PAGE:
Need a way to do this Blogger? See Christine’s post at 15 Minute Beauty Fanatic!
In looking for ways to keep the FTC happy given their newly stated desire to see disclosures up front, I came across a resource for adding buttons to blog posts. Part One of this post tells you how to make custom buttons and add them to a post. This method requires the installation on one plugin. It not make images that get picked up by social media, but the text of your button will show in your RSS feed and will get picked up Blogluvin. You may or may not desire that.
If you want the button text to show in your feed, stop after Part One. If you want to hide the button text from the feed and from Blogluvin, do Part One, and then go on to Part Two, which requires a couple more plugins. If you need more information on the FTC’s latest statement on disclosures, see my post on it here.
Here are my new disclosure buttons to put at the top of posts:
PART ONE: How To Get Your Own Buttons
(1) Get the Easy Short Code Buttons Plugin. You could also use a different shortcodes plugin if you prefer another or if your theme comes with one already. However, the directions here are specific to the Easy Shortcodes option. There might be some variation with other plugins.
(2) Make a custom button using a CSS Button Generator. My buttons are set very small in the generator, using 0 px vertical, 4 px horizontal and 10p x font.
(3) Paste the code into the custom code box in the plugin settings (it is in the settings section of the dashboard)
4) Change the first .mybutton to .bk-button-wrapper .customName
You can make the custom name whatever you like. Mine is just D so I replaced .mybutton with .bk-button-wrapper .D
Inserting The Buttons
NOTE: If you plan to do Part Two, you will insert the code given here into an option box instead of your post. Follow these instructions but add it to the Hidden Thought box as described in Part Two.
To insert the buttons in a post, you will see a new icon for it in your visual editor. It will put a line that looks like this in your post, except that I used parenthesis here in place of brackets so that it would display the text instead of a button when I published the post:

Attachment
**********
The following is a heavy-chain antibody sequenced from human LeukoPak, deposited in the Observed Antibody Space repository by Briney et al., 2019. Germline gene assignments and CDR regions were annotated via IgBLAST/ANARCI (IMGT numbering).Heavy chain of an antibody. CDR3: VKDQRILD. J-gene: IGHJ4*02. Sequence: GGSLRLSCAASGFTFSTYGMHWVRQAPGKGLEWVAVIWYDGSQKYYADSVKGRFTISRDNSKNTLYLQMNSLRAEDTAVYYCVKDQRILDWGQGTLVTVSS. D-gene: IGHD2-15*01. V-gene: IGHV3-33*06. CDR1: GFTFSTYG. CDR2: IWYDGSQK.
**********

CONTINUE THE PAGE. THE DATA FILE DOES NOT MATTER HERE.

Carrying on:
(button link=”#” target=”_blank” color=”default” shape=”rounded” size=”small” align=”left”)Replace This Text(/button)
Change the color to your custom name, insert any link you want where # is (or remove it for no link), add your text, and remove the rest (if you leave the shape and size fields, it tends to overwrite your custom code, so be sure to remove them). I also suggest adding nofollow to the link just to avoid making Google unhappy about seeing it so often.
So, my Press Sample button line now looks like this:
(button link=”http://www.beautyandfashiontech.com/about/disclosures-and-content-use” target=”_blank” rel=”nofollow” color=”D”)Press Sample(/button)
To add another button, just put it right next to the first. So two look like this:
(button link=”http://www.beautyandfashiontech.com/about/disclosures-and-content-use” target=”_blank” rel=”nofollow” color=”D”)Press Sample(/button)(button link=”http://www.beautyandfashiontech.com/about/disclosures-and-content-use” target=”_blank” rel=”nofollow” color=”D”)]Affiliate Links(/button)
Once you have it set up, you can using a clipping tool, a macro, or simply keep a document with it to copy and paste from so that you don’t have to do the changes from scratch every time.
If anyone has other plugins or tips for doing this, let me know!
PART TWO: How To Keep The Text of Your Buttons Out Of Your Feed And Out Of Blogluvin
The above method of making buttons leaves the text of your buttons in your RSS feed, which will display the text on services such as Blogluvin. If you would like to keep that out of the feed, follow the next steps.
(1) Get the Custom Fields Shortcodes Plugin and activate it. You do not need to do anything else with this plugin to set it up.
(2) Get the Custom Fields Template Plugin.
(3) To set up this plugin to hide your buttons (or anything else for that matter) from your RSS feed, do the following in the plugin settings (look in the settings portion of your dashboard): Scroll down the settings for the default template to “Template Content.” You will see a bunch of stuff such as “Plan,” “Miles Walked” etc. Delete everything except the following:
type = textarea
rows = 4
cols = 40
tinyMCE = true
htmlEditor = true
mediaButton = true
B) Save by clicking “Update Options”
Insert Your Buttons Into Your Post
Go to a post page and you will see the below box in your options under the post area. See how it looks like a mini visual editor? Add your button shortcode there instead of in your post as I directed earlier in Part One. Be sure to hit save. In the image, I already added my shortcode.
Next, in your post visual editor you will see a new button above the visual editor, next to the button for adding images (or in my case next to the Gravity Forms button that is also there). That is what was added from the Custom Fields Shortcodes Plugin. Click it, select “hidden thought,” and it will pop a shortcode into your post for you as shown below.
C) Complete and save your post as normal.
This process adds your shortcode in a hidden field that is not considered part of the content by the RSS feed. When I tested this, the text from the links was not included in the feed, nor was picked up by Blogluvin.
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